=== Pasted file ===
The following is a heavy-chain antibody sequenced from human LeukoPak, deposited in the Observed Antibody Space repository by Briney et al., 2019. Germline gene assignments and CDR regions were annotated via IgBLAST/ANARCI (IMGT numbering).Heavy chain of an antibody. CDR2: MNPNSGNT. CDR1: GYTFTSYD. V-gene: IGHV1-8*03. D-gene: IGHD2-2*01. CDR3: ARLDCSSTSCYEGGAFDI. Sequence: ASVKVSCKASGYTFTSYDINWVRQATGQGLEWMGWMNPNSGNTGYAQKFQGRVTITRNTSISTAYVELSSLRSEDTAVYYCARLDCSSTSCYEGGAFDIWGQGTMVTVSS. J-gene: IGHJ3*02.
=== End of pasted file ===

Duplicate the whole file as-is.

The following is a heavy-chain antibody sequenced from human LeukoPak, deposited in the Observed Antibody Space repository by Briney et al., 2019. Germline gene assignments and CDR regions were annotated via IgBLAST/ANARCI (IMGT numbering).Heavy chain of an antibody. CDR2: MNPNSGNT. CDR1: GYTFTSYD. V-gene: IGHV1-8*03. D-gene: IGHD2-2*01. CDR3: ARLDCSSTSCYEGGAFDI. Sequence: ASVKVSCKASGYTFTSYDINWVRQATGQGLEWMGWMNPNSGNTGYAQKFQGRVTITRNTSISTAYVELSSLRSEDTAVYYCARLDCSSTSCYEGGAFDIWGQGTMVTVSS. J-gene: IGHJ3*02.